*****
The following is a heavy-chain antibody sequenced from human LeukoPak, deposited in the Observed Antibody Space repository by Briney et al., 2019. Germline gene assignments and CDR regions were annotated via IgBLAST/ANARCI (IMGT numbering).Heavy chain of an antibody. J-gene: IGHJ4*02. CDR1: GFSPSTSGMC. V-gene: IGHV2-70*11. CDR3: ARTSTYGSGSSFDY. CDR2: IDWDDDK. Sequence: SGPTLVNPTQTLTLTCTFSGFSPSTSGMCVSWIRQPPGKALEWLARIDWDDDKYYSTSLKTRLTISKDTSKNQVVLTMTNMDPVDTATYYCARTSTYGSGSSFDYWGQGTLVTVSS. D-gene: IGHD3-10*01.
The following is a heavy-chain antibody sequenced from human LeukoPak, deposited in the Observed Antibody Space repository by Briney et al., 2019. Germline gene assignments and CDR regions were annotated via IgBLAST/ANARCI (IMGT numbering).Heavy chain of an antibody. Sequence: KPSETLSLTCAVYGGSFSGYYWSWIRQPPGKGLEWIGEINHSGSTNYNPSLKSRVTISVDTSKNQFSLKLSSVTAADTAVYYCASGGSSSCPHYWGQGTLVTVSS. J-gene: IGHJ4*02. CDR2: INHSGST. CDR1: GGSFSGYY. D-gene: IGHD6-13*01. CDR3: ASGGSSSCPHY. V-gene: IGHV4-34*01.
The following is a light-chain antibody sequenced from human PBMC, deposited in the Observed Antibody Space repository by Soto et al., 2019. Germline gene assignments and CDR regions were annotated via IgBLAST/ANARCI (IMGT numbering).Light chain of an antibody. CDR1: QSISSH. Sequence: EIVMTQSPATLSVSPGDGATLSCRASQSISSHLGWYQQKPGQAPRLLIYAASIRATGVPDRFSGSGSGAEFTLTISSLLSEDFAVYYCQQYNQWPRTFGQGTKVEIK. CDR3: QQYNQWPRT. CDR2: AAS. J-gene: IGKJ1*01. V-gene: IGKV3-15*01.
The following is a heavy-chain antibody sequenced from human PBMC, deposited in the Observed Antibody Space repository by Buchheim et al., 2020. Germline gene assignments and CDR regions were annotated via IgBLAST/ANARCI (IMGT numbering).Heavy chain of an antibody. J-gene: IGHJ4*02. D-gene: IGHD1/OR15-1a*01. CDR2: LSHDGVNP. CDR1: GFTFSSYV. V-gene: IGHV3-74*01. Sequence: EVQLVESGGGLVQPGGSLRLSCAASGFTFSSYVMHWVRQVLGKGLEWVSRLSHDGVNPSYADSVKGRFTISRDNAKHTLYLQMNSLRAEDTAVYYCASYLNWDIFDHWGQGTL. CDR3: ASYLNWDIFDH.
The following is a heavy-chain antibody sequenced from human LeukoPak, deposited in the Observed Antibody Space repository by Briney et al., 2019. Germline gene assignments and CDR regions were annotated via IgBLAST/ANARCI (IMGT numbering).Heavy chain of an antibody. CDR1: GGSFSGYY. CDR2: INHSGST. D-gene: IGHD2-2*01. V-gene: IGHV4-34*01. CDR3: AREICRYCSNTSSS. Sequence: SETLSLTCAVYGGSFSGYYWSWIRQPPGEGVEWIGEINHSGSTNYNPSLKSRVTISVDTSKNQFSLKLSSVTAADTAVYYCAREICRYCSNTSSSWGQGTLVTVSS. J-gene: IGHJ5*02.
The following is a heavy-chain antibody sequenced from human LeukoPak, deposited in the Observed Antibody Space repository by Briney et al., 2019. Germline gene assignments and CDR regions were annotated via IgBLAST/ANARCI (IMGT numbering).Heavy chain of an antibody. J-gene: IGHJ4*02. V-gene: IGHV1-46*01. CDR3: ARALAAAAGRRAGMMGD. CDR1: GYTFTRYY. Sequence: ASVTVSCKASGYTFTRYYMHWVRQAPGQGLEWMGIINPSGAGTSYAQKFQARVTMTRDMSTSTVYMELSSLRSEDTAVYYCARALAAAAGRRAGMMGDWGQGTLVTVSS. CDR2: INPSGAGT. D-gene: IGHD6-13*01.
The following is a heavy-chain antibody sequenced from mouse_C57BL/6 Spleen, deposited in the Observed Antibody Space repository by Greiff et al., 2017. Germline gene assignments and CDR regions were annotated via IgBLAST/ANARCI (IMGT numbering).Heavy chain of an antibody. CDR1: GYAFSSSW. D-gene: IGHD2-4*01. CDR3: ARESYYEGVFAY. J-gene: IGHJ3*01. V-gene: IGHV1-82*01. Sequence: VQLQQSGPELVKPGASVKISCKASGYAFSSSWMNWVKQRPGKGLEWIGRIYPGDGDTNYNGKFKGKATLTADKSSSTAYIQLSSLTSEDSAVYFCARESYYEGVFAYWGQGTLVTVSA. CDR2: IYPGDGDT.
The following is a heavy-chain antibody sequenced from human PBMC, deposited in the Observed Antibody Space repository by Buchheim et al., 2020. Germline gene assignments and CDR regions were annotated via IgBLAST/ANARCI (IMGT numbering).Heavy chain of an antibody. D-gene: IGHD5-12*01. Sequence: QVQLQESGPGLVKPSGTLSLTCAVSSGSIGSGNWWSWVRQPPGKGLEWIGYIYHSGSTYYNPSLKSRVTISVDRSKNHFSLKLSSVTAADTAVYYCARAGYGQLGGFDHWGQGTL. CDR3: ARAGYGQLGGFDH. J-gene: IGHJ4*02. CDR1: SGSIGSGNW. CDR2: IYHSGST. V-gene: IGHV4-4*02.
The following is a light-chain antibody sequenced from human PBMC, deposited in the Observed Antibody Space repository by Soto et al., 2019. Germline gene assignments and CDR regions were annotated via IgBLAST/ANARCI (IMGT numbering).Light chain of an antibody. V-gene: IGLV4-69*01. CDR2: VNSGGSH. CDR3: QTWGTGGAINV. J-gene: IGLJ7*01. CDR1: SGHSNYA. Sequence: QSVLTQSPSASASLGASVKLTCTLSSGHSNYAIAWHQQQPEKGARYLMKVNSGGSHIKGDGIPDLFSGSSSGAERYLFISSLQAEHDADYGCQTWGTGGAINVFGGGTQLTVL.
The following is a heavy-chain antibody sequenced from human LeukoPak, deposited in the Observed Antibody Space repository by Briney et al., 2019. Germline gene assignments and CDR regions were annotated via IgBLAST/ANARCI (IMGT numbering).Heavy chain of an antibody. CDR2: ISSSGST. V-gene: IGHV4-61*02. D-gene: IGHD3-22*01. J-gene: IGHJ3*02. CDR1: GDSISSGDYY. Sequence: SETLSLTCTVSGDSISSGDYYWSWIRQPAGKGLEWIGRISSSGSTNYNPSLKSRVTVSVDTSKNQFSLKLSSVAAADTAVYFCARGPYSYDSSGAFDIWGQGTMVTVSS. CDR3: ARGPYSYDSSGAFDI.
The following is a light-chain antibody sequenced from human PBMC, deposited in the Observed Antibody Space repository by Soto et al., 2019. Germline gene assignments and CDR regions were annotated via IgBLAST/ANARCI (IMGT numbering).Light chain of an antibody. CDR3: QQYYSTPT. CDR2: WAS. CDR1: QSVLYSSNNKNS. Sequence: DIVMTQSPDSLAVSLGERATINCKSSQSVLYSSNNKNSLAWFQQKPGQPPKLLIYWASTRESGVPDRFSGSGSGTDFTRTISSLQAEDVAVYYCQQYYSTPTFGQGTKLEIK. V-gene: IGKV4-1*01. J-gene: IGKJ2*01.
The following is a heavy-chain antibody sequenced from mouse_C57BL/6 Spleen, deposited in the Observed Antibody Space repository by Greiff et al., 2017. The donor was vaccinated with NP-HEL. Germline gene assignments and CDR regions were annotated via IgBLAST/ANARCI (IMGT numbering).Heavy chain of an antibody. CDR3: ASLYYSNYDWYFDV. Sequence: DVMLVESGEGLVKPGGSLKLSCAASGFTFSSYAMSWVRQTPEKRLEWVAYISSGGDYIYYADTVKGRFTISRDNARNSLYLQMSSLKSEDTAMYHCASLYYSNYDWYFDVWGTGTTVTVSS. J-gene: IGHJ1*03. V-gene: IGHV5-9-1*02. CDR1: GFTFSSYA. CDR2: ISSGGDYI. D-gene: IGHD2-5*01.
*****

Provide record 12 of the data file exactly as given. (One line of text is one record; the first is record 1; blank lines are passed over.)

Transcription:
The following is a heavy-chain antibody sequenced from mouse_C57BL/6 Spleen, deposited in the Observed Antibody Space repository by Greiff et al., 2017. The donor was vaccinated with NP-HEL. Germline gene assignments and CDR regions were annotated via IgBLAST/ANARCI (IMGT numbering).Heavy chain of an antibody. CDR3: ASLYYSNYDWYFDV. Sequence: DVMLVESGEGLVKPGGSLKLSCAASGFTFSSYAMSWVRQTPEKRLEWVAYISSGGDYIYYADTVKGRFTISRDNARNSLYLQMSSLKSEDTAMYHCASLYYSNYDWYFDVWGTGTTVTVSS. J-gene: IGHJ1*03. V-gene: IGHV5-9-1*02. CDR1: GFTFSSYA. CDR2: ISSGGDYI. D-gene: IGHD2-5*01.